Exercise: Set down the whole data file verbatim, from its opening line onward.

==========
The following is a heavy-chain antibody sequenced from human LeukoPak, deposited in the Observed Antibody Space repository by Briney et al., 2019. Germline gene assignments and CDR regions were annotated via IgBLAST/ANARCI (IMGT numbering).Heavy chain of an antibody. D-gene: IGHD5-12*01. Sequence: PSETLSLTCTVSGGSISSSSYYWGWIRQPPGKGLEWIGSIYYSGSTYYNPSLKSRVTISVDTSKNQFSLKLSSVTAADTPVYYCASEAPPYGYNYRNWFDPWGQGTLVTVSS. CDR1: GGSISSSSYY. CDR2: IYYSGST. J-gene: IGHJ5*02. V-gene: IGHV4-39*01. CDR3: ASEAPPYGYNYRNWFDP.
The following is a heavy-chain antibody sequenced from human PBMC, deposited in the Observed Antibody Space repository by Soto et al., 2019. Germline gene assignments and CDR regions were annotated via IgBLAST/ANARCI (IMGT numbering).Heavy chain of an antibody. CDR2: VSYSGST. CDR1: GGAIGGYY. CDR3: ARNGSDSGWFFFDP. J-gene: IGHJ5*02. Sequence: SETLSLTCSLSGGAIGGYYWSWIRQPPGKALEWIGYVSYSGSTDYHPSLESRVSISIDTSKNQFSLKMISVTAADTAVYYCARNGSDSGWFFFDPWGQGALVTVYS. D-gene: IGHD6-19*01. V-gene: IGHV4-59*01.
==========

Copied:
The following is a heavy-chain antibody sequenced from human LeukoPak, deposited in the Observed Antibody Space repository by Briney et al., 2019. Germline gene assignments and CDR regions were annotated via IgBLAST/ANARCI (IMGT numbering).Heavy chain of an antibody. D-gene: IGHD5-12*01. Sequence: PSETLSLTCTVSGGSISSSSYYWGWIRQPPGKGLEWIGSIYYSGSTYYNPSLKSRVTISVDTSKNQFSLKLSSVTAADTPVYYCASEAPPYGYNYRNWFDPWGQGTLVTVSS. CDR1: GGSISSSSYY. CDR2: IYYSGST. J-gene: IGHJ5*02. V-gene: IGHV4-39*01. CDR3: ASEAPPYGYNYRNWFDP.
The following is a heavy-chain antibody sequenced from human PBMC, deposited in the Observed Antibody Space repository by Soto et al., 2019. Germline gene assignments and CDR regions were annotated via IgBLAST/ANARCI (IMGT numbering).Heavy chain of an antibody. CDR2: VSYSGST. CDR1: GGAIGGYY. CDR3: ARNGSDSGWFFFDP. J-gene: IGHJ5*02. Sequence: SETLSLTCSLSGGAIGGYYWSWIRQPPGKALEWIGYVSYSGSTDYHPSLESRVSISIDTSKNQFSLKMISVTAADTAVYYCARNGSDSGWFFFDPWGQGALVTVYS. D-gene: IGHD6-19*01. V-gene: IGHV4-59*01.